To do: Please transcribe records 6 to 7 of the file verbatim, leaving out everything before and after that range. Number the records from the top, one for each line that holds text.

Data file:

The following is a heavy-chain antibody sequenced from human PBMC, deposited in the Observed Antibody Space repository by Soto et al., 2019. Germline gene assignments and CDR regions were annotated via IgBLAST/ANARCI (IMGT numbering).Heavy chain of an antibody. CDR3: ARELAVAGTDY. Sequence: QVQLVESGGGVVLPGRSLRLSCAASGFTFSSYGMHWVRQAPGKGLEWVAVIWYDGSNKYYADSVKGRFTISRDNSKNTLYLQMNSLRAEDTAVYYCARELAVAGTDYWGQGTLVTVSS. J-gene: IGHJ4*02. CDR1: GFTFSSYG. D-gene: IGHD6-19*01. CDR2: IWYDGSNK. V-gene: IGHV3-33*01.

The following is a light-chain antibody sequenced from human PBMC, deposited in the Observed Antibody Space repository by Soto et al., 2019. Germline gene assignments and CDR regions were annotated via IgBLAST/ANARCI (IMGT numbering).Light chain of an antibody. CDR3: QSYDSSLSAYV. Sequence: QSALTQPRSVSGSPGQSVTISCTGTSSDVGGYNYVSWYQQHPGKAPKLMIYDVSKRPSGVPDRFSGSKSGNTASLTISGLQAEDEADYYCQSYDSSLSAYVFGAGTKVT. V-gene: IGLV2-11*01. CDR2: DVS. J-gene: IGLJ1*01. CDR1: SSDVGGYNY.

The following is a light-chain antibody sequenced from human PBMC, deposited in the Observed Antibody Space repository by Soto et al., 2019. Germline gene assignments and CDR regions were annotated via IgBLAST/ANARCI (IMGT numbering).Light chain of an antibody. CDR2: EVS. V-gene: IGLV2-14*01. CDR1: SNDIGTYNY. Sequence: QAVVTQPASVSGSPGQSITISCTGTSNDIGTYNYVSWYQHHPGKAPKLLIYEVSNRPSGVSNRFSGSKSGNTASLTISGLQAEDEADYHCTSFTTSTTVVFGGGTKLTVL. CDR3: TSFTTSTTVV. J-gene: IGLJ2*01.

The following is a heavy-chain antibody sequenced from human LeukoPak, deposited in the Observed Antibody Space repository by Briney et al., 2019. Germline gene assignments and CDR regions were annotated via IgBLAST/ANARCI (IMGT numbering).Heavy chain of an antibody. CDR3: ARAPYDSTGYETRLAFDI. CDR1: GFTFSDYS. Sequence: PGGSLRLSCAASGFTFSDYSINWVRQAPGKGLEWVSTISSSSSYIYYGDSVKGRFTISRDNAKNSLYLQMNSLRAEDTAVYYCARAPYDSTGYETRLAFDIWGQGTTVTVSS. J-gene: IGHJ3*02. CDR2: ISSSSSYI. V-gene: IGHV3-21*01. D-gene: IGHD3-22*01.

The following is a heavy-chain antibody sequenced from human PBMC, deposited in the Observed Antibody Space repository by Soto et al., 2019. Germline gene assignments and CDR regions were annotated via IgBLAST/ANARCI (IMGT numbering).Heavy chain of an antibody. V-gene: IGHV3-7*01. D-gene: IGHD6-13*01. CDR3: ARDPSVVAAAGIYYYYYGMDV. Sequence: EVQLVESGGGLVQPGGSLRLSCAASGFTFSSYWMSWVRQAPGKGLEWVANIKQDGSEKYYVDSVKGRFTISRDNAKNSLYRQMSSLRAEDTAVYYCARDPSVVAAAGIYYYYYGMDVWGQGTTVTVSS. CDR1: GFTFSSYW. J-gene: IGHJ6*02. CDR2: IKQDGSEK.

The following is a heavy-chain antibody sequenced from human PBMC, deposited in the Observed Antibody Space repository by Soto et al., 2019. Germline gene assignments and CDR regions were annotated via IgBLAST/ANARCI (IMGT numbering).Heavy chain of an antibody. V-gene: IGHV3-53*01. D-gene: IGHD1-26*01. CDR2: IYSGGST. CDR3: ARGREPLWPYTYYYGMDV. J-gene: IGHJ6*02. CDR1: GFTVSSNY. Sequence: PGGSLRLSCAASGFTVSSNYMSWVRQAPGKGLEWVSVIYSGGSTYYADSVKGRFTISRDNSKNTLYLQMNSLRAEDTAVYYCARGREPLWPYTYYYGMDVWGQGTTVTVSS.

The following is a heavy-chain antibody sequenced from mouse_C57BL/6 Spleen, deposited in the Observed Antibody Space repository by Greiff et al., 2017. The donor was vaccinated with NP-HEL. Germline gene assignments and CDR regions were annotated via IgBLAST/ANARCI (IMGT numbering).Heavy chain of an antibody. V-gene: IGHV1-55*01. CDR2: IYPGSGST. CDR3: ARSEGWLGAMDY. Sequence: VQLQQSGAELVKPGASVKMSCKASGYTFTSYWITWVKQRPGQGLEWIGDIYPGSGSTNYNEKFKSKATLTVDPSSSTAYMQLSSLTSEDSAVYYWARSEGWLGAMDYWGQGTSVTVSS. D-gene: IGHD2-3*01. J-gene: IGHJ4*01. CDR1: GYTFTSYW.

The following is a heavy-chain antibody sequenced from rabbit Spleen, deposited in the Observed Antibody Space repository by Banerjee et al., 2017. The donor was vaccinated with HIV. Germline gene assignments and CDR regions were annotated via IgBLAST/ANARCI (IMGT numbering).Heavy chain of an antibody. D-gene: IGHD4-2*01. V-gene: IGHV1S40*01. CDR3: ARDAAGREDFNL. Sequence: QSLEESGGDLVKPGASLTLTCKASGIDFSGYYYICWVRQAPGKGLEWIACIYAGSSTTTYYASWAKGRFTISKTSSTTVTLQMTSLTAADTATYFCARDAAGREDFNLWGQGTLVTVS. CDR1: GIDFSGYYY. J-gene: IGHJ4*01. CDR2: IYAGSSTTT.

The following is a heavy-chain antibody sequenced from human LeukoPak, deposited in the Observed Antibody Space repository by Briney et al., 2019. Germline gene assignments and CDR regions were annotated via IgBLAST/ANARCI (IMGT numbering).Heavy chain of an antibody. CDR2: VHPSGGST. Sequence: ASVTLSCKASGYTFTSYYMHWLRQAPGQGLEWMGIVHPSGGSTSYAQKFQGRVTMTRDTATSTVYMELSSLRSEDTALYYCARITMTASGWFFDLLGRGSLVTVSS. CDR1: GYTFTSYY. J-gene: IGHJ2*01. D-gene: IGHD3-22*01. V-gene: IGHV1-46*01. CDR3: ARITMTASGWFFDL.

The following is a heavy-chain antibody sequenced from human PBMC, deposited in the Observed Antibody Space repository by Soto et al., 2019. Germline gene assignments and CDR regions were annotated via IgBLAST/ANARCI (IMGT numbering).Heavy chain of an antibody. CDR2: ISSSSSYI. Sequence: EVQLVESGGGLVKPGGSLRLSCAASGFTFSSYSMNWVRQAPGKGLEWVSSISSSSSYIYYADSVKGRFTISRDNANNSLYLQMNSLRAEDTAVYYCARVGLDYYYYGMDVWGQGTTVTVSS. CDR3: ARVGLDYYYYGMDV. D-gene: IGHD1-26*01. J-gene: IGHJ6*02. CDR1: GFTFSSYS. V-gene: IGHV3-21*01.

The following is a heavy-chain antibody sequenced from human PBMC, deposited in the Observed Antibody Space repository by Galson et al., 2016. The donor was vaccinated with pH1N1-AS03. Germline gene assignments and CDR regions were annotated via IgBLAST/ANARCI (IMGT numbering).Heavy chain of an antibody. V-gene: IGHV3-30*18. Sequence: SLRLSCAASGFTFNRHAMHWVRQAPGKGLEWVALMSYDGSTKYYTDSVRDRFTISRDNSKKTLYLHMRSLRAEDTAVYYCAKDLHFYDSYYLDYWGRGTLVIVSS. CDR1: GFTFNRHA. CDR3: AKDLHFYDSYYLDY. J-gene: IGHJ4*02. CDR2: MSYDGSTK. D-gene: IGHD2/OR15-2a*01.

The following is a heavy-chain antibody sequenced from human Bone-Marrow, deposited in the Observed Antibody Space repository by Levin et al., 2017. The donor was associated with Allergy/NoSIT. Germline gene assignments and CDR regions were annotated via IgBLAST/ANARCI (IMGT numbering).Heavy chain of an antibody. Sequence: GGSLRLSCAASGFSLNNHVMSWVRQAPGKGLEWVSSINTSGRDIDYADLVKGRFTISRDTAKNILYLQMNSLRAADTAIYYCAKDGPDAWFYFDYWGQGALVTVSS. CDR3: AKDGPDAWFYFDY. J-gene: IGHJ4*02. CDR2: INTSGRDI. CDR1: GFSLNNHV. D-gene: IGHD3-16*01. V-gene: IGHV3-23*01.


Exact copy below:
The following is a heavy-chain antibody sequenced from human PBMC, deposited in the Observed Antibody Space repository by Soto et al., 2019. Germline gene assignments and CDR regions were annotated via IgBLAST/ANARCI (IMGT numbering).Heavy chain of an antibody. V-gene: IGHV3-53*01. D-gene: IGHD1-26*01. CDR2: IYSGGST. CDR3: ARGREPLWPYTYYYGMDV. J-gene: IGHJ6*02. CDR1: GFTVSSNY. Sequence: PGGSLRLSCAASGFTVSSNYMSWVRQAPGKGLEWVSVIYSGGSTYYADSVKGRFTISRDNSKNTLYLQMNSLRAEDTAVYYCARGREPLWPYTYYYGMDVWGQGTTVTVSS.

The following is a heavy-chain antibody sequenced from mouse_C57BL/6 Spleen, deposited in the Observed Antibody Space repository by Greiff et al., 2017. The donor was vaccinated with NP-HEL. Germline gene assignments and CDR regions were annotated via IgBLAST/ANARCI (IMGT numbering).Heavy chain of an antibody. V-gene: IGHV1-55*01. CDR2: IYPGSGST. CDR3: ARSEGWLGAMDY. Sequence: VQLQQSGAELVKPGASVKMSCKASGYTFTSYWITWVKQRPGQGLEWIGDIYPGSGSTNYNEKFKSKATLTVDPSSSTAYMQLSSLTSEDSAVYYWARSEGWLGAMDYWGQGTSVTVSS. D-gene: IGHD2-3*01. J-gene: IGHJ4*01. CDR1: GYTFTSYW.